Hundreds of white nationalists – and those who oppose them -- were expected for a “Unite the Right” rally in Charlottesville, Virginia, on Saturday after a federal judge’s ruling Friday cleared the way for the event.
The judge’s ruling sparked a pre-rally march Friday night on the University of Virginia campus, resulting in clashes between marchers, protesters and police.
The unrest prompted Virginia Gov. Terry McAuliffe, a Democrat, to place National Guard members on standby, and encourage Virginians to stay away from Saturday’s event.
“Men and women from state and local agencies will be in Charlottesville [on Saturday] to keep the public safe,” McAuliffe said in a statement, “and their job will be made easier if Virginians, no matter how well-meaning, elect to stay away from the areas where this rally will take place.”
On Friday night, marchers holding tiki torches and chanting “White lives matter!” in front of a statue of university founder Thomas Jefferson were confronted by protesters, the Washington Post reported.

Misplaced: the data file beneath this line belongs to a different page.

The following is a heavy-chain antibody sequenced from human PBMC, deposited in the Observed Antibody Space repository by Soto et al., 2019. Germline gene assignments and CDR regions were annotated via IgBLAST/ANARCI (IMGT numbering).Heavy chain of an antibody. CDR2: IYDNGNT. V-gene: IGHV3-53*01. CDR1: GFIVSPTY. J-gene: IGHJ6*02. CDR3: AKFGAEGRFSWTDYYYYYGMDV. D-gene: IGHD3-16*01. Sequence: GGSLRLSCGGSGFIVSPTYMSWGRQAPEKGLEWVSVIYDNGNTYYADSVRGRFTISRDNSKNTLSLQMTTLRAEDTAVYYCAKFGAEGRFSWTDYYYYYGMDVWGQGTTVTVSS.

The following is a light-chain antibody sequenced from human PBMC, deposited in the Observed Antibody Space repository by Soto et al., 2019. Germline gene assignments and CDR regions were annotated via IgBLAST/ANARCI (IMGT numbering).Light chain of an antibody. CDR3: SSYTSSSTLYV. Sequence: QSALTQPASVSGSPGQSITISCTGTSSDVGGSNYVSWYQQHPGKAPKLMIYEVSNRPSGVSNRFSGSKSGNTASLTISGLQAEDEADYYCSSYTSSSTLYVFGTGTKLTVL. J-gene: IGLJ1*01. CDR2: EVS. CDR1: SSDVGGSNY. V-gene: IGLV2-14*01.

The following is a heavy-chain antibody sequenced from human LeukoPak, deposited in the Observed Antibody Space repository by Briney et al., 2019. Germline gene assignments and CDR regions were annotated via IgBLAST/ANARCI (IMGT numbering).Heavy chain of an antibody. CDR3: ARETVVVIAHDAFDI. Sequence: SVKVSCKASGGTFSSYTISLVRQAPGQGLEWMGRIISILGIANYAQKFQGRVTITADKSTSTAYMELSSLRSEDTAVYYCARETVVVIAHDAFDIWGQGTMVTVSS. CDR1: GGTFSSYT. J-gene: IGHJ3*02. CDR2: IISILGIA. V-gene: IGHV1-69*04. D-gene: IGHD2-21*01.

After fights broke out, police dispersed the crowd, claiming it was an unlawful assembly, Richmond’s WTRV-TV reported.
Saturday’s event is scheduled for Emancipation Park after U.S. District Judge Glen Conrad issued a preliminary injunction in a lawsuit that right-wing blogger and rally organizer Jason Kessler filed against the city of Charlottesville.
Kessler wants to protest Charlottesville’s decision to remove a statue of Confederate Gen. Robert E. Lee from Emancipation Park. He sued the city over free speech violations after the officials ordered the rally moved from Emancipation Park to a larger venue because of safety concerns.
In a statement, the city said it would honor the judge’s decision. Kessler is being represented in his case by the Rutherford Institute and the American Civil Liberties Union of Virginia.
The Associated Press contributed to this report.